#268: Rape and the Ten Commandments
A Sermon for Shavuot
Moses and Aaron with the Ten Commandments, by Aron de Chaves (bio). Public domain image.
Gimme Some Torah #268
Note: I delivered this sermon on Shavuot seven years ago.
Nathan goes to shul (synagogue) one Shabbos and Rabbi Bloom almost faints when he sees him - Nathan has never stepped foot inside a shul since his bar mitzvah. At the end of the Service, Rabbi Bloom goes over to Nathan and says, "I’m very pleased to see you here today, what made you come?"
Nathan replies, "I'll be honest with you, rabbi. I lost my favorite hat about 3 months ago and I really miss it. A friend of mine told me that Kenneth Gold has a hat just like mine. My friend also told me that Kenneth comes to shul every Shabbos, always takes off his hat before Service begins, leaves it in the cloakroom at the back of the shul and replaces it with his yarmulke. So I was going to leave after the Torah reading and steal Gold’s hat."
Rabbi Bloom says, "Well Nathan, I notice that you didn't steal Kenneth Gold’s hat after all. Whilst I’m very glad, please tell me why you changed your mind."
"Well rabbi," replies Nathan, "after I heard your sermon on the Ten Commandments, I decided that I didn't need to steal Gold’s hat."
Rabbi Bloom smiles and says, "I suppose you decided against it after you heard me talking about 'Thou Shalt Not Steal'?"
"Not exactly, rabbi," replies Nathan. "After you talked about 'Thou Shalt Not Commit Adultery,' I remembered where I left my hat."
Tomorrow, as we do on every Shavuot, we will read Aseret HaDibrot, known as the Ten Commandments in English. These commandments should always be on our mind, but they are especially so in light of the recent controversy regarding the rape case on the campus of Stanford University.
For those of you who aren’t familiar with the case, a man named Brock Turner, formerly a student at Stanford and a star member of their swimming team, went toa party. A twenty-three year old woman reluctantly accompanied her younger sister to that same college party.
The woman ends up unconscious. Maybe she drank too much, maybe Brock Turner spiked her drink, maybe both, it doesn’t really matter. What matters is that two Swedish graduate students riding their bikes early that morning found Brock raping the unconscious victim. He ran away, but the Swedes tackled him and held him until the police arrived.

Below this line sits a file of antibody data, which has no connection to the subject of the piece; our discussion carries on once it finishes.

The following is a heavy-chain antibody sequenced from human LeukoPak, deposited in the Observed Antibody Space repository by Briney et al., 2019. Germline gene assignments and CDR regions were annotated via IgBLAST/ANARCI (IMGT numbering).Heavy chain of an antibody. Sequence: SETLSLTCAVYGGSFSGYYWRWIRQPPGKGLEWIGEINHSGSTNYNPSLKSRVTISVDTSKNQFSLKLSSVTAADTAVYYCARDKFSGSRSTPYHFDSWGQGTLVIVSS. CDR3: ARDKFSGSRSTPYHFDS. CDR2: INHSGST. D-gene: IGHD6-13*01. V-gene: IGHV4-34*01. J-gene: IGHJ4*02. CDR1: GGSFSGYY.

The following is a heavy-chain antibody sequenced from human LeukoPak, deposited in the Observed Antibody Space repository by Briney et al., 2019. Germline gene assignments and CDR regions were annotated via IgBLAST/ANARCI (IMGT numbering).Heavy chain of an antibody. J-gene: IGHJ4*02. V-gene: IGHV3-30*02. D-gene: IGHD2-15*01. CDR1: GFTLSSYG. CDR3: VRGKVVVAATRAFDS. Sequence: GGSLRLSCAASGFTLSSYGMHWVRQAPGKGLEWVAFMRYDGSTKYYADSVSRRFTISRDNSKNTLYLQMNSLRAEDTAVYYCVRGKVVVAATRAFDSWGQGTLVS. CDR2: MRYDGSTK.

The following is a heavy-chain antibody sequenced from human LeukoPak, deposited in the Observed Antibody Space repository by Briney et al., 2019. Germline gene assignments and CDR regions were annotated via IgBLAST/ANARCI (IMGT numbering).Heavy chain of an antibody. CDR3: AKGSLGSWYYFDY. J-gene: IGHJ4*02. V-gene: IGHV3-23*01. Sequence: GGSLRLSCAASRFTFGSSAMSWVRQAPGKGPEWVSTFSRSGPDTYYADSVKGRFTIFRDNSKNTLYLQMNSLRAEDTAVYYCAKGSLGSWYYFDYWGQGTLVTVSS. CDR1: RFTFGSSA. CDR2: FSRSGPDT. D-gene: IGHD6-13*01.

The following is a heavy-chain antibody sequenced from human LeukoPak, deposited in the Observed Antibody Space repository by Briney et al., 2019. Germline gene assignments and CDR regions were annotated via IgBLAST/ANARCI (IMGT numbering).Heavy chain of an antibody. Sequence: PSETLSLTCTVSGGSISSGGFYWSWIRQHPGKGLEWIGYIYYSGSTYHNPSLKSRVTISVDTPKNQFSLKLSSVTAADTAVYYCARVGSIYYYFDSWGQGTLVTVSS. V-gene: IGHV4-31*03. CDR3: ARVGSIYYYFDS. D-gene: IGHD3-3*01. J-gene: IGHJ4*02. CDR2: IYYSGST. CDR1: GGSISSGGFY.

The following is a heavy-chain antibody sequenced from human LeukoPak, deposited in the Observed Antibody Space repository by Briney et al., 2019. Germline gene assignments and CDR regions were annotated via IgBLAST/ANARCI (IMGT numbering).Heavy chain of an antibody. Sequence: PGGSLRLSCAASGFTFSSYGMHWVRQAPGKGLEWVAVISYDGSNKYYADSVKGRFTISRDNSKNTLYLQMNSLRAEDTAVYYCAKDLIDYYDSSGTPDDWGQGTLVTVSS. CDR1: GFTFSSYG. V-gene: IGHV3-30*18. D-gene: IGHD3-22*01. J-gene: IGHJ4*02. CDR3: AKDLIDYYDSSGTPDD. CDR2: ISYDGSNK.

It is important to note that according to the Swedes, Brock was not acting drunk and was not slurring his words. Brock claims that his judgment was impaired by his use of alcohol.
The case has caused an uproar because the judge, Judge Aaron Persky, sentenced Brock to only six months in county jail, of which he will likely only serve three months. The prosecution had asked for the maximum penalty of 14 years in state prison. Ninety days of incarceration for a rape is clearly too lenient.
At first, I was going to say that I wasn’t in the courtroom and I have no right to speak against the judge, who followed the recommendation of the probation department and handed down a sentence that is technically legal.
But I decided that (A) I can say whatever I want, and (B) it appears that both the probation and the judge got this one totally wrong.
There is a teaching in the midrash which says, “Those who are merciful to the cruel will end up being cruel to the merciful.” That is exactly what happened in this case. The judge felt bad for Brock and said that a long prison sentence would have a negative effect on him. Oh, the poor thing.
As a result, he has in a sense caused the victim to feel even worse than she already did. She not only has to deal with having been raped, but she has to also face the fact that her rapist has been punished as though he were guilty of common mischief.